23Feb

The Anglo-Catholicism landscape post Ordinariate

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I want to explore what has happened to Anglo-Catholicism in the wake of the Ordinariate. To ask important questions that those with open minds might be helped to “think through” what is going on in the ecclesial landscape in 2015.

This could undoubtedly rattle those who, feeling threatened on all fronts, have grown very sensitive to criticism and debate in recent years. To them I say this. If you are not ready to confront the questions the Ordinariate asks, in its hunger for unity, then remember this is an opt-in blog. There is no need to read further. Secondly I welcome debate. So feel free to come back at me and respond. But please do using reason and not just emotion. Theological debate demands that we apply the head as well as the heart.

So what of the Anglo-Catholicism today? From this side of the Tiber, despite fantastic work at the local level, the movement seems to be experiencing deep crisis in the 21st Century. And those who did not take up the offer of Anglicanorum Coetibus are struggling to define or to defend what it actually means to be Catholic in light of that decision. Not least when the Church of England itself now navigates an obviously liberal and protestant path that leads ever further from a Catholic conclusion.

This point was made by theologian Fr. Mark Langham. He suggests Anglo-Catholicism, as well as Anglicanism in general, needs to “think through” its decisions as regards ecclesiology and unity. I found his words helpful and a refusal to “think things through” is one of the changes I witness within Anglo-Catholicism. Can you believe some have even taken to singing the Catholic hymn “faith of our fathers” which speaks of the English Martyrs who suffered at the reformation? A hymn whose last verse reads:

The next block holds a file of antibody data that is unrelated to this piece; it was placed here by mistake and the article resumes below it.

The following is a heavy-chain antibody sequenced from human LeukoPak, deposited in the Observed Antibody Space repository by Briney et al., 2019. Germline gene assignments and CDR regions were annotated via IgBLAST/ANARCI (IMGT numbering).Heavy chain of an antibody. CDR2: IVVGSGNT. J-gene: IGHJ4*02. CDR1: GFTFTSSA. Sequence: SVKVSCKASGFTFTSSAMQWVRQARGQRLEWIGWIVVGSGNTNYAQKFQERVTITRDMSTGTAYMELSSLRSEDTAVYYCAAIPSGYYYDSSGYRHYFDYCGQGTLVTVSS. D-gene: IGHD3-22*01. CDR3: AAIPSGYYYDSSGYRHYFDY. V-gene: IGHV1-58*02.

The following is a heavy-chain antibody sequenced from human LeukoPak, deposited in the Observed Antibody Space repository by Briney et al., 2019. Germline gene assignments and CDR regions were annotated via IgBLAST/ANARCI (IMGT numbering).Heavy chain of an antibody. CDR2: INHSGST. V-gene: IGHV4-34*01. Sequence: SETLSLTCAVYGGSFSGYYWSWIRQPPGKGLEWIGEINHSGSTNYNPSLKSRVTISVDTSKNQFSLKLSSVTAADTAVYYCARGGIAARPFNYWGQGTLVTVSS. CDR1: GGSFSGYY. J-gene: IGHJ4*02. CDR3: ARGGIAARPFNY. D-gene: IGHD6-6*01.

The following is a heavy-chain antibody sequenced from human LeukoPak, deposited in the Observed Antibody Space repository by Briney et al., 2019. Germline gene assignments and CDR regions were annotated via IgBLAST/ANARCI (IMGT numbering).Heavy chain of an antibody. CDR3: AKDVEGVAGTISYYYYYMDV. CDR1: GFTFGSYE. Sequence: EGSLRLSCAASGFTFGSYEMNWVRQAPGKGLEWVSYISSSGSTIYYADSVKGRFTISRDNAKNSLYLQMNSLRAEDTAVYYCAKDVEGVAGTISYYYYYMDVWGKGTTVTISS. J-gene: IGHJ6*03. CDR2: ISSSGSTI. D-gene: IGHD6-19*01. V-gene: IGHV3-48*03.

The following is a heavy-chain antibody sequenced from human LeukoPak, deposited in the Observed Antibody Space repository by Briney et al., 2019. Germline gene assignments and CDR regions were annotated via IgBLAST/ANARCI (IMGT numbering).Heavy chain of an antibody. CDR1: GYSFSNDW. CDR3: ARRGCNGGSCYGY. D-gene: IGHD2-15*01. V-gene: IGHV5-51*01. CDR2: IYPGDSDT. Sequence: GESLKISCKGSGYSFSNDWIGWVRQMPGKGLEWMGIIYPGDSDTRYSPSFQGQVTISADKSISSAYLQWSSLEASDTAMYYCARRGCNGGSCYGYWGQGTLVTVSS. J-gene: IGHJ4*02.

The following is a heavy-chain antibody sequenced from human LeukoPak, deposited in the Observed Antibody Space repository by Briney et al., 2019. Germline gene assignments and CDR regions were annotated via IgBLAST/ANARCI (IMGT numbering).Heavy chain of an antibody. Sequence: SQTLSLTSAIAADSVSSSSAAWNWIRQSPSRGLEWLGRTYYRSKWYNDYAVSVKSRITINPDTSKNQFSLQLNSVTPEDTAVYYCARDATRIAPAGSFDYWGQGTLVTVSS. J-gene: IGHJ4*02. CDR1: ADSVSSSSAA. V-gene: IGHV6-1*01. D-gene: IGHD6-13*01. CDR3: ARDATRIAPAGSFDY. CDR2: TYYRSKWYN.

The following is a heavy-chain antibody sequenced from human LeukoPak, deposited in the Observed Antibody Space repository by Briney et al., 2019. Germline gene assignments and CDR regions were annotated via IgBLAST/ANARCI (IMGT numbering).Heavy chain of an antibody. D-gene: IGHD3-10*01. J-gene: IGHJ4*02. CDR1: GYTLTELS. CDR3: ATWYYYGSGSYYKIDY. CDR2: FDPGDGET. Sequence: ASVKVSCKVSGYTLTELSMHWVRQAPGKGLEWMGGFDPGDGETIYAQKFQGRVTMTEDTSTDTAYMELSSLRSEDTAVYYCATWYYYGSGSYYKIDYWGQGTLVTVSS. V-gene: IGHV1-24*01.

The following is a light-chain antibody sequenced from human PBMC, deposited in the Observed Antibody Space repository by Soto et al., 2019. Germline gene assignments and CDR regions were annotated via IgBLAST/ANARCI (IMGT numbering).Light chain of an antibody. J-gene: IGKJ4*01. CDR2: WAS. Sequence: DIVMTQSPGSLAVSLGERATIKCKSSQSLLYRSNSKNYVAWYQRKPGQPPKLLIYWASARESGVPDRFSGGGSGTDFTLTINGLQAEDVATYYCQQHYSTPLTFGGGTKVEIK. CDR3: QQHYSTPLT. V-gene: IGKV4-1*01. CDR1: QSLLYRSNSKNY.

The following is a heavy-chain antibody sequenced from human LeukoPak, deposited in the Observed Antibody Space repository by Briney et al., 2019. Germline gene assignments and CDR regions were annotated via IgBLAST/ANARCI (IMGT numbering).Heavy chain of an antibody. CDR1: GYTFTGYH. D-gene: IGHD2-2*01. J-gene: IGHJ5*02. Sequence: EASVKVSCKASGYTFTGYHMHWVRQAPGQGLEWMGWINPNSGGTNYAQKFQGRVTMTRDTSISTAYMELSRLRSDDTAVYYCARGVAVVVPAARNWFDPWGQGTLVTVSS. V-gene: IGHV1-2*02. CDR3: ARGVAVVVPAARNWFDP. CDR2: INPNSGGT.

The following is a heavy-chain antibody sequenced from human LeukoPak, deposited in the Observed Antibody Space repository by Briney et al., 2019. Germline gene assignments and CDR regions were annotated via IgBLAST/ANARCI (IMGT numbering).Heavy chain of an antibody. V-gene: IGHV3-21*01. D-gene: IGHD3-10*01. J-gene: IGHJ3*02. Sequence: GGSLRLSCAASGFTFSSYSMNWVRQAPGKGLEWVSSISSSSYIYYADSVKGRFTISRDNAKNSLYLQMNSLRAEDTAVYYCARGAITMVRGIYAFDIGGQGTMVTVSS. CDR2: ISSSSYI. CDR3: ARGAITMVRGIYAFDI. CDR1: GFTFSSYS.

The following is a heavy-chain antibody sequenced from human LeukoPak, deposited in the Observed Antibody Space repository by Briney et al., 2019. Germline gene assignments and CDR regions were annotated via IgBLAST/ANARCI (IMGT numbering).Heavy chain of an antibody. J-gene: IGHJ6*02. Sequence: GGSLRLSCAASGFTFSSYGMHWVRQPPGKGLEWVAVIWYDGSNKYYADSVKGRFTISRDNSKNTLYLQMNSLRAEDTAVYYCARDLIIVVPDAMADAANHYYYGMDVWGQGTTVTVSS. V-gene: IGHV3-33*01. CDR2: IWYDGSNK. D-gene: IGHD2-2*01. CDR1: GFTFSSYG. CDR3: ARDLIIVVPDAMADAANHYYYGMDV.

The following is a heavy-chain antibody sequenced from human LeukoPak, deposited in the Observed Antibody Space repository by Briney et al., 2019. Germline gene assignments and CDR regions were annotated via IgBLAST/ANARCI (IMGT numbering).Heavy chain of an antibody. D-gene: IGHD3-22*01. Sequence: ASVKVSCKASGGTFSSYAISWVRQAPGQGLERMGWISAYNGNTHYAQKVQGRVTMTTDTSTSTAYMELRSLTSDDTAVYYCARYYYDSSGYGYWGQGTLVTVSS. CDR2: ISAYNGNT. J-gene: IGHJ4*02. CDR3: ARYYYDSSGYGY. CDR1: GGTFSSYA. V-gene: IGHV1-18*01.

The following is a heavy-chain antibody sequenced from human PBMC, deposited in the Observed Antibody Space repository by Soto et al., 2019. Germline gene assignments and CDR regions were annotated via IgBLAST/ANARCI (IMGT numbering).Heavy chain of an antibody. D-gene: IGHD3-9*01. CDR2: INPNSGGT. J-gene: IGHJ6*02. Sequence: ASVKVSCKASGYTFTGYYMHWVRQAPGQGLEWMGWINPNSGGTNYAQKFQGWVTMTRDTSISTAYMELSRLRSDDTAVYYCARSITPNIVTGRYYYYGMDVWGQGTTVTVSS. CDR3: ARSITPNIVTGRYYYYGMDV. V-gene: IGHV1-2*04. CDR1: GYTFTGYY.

Faith of our fathers, Mary’s prayers
Shall win our country back to Thee;
And through the truth that comes from God,
England shall then indeed be free.

Have those singing paused to think through the use of that hymn in this setting? Do they realise the very martyrs they uphold died at the hands of the body they belong to and precisely because they refused to be English Christians without the Pope? And what do they mean by saying they shall win the country back? back to what? Certainly not what Faber who wrote those words imagined! A small incident, you might think, but it underlines the massive disconnect I discern at present between belief, claim,  practice and reality within Anglo-Catholicism.

If the singers of that hymn really do desire unity, via Mary’s prayers, in a united Catholic England – then how do they justify not joining the Ordinariate? And if they do not want the unity the Catholic church has offered, and prefer to belong to the Church of England, then why refuse to accept the authority of Canterbury? It makes little sense so that one must ask what does it mean to be Anglo-Catholic? What is the aim and purpose of this movement post Ordinariate? Logic surely demands it is time to either truly embrace Anglicanism or delight in the historic offer of unity laid down by Rome?

This point is emphasised when one ponders the ecumenical landscape. Let’s get real. The ordination of women, and the ordination of practicing homosexuals within Anglicanism has killed hope of formal unity between Canterbury and Rome. Conversation will continue. We must maintain good relations. But hope of a formal union is over. So anyone claiming to work for the sort of unity that seemed possible forty years ago is living in la la land. And if one is not working for such unity- as the shift of liturgical clothing by Anglo-Catholics from cotta and stole to hood and scarf in recent years might suggest- then what exactly is the Catholicism to which you adhere?